Since the eruption of the Kilauea volcano May 3 on the Big Island, it’s belched out about 250 million cubic meters of lava, making it one of the largest eruptions in decades in Hawaii.
“It’s nothing like what we’ve witnessed in recent history,” said Wendy Stovall, a volcanologist with the U.S. Geological Survey. It’s topped big Kilauea eruptions in 1955 and 1960 and is bigger than the Mauna Loa eruption of 1984.
The amount of lava would fill about 100,000 Olympic-size swimming pools.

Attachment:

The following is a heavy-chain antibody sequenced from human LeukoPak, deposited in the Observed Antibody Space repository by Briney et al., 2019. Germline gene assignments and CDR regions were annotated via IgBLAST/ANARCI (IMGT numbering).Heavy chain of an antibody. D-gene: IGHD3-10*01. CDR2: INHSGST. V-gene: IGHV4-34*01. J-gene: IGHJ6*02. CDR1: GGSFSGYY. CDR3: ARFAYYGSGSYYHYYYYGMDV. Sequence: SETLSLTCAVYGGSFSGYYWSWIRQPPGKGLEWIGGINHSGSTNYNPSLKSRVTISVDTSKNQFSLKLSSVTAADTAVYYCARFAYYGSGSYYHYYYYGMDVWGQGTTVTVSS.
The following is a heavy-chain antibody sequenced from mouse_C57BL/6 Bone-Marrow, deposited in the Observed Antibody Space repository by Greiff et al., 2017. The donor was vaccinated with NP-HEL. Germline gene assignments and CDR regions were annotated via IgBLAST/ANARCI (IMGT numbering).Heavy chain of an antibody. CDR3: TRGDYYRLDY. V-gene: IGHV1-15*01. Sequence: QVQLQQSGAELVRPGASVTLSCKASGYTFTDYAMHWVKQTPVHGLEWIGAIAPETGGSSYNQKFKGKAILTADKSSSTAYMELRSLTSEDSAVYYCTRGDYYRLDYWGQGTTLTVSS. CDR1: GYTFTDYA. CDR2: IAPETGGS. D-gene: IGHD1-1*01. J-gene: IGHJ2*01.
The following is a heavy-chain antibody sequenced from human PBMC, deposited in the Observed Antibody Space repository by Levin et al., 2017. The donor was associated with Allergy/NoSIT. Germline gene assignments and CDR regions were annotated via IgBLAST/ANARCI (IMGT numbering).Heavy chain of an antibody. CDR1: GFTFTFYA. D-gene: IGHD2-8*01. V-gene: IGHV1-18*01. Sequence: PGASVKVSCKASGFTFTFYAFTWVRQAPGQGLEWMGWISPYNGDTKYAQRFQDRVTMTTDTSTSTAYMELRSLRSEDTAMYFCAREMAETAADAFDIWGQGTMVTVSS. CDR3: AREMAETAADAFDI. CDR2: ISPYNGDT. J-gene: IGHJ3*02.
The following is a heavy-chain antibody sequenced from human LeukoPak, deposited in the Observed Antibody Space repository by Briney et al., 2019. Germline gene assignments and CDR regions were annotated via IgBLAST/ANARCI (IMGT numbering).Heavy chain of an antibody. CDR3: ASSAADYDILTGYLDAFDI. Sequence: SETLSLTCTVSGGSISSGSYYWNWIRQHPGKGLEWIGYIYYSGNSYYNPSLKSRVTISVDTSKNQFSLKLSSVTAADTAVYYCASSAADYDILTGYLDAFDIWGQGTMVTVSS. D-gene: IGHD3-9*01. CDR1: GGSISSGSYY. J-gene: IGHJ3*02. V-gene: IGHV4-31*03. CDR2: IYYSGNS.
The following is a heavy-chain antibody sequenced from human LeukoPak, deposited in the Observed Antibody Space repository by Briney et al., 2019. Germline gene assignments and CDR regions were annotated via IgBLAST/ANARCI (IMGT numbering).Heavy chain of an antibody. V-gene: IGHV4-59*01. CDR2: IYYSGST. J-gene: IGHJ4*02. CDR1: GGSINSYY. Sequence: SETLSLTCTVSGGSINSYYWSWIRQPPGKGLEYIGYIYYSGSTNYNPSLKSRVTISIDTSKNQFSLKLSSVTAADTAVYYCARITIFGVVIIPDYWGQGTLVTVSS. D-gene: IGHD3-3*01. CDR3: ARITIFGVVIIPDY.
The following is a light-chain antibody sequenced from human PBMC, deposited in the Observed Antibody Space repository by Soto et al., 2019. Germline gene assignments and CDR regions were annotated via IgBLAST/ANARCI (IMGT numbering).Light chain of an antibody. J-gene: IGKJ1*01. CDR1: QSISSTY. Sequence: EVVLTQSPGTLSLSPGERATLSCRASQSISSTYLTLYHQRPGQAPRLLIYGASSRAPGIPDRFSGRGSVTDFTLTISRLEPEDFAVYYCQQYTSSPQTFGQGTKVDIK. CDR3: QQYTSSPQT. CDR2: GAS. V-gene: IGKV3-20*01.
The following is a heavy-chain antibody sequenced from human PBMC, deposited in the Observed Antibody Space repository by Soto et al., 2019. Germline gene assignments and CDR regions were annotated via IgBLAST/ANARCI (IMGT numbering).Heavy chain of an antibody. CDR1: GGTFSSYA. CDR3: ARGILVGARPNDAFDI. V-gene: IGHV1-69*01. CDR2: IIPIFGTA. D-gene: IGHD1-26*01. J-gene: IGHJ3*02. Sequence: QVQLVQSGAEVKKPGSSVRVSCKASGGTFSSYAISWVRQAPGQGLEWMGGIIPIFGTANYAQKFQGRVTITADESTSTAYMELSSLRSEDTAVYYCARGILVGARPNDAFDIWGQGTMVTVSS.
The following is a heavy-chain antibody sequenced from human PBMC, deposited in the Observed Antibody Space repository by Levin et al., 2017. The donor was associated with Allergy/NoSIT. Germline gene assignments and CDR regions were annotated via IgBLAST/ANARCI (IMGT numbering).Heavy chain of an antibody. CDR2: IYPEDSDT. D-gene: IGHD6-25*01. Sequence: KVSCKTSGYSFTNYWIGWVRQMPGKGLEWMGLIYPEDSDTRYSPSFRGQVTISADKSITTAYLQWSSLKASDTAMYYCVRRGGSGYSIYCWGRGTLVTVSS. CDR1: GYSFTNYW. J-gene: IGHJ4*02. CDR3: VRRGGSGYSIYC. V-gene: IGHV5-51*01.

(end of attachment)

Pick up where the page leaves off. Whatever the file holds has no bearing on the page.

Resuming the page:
Kilauea has erupted continuously since May 3, flinging out lava and ash, destroying 577 homes and forcing over 2,000 people to evacuate.
Some good news came out Wednesday: A larger explosion doesn’t appear likely anymore. “Right now, we don’t anticipate that occurring,” Stovall said.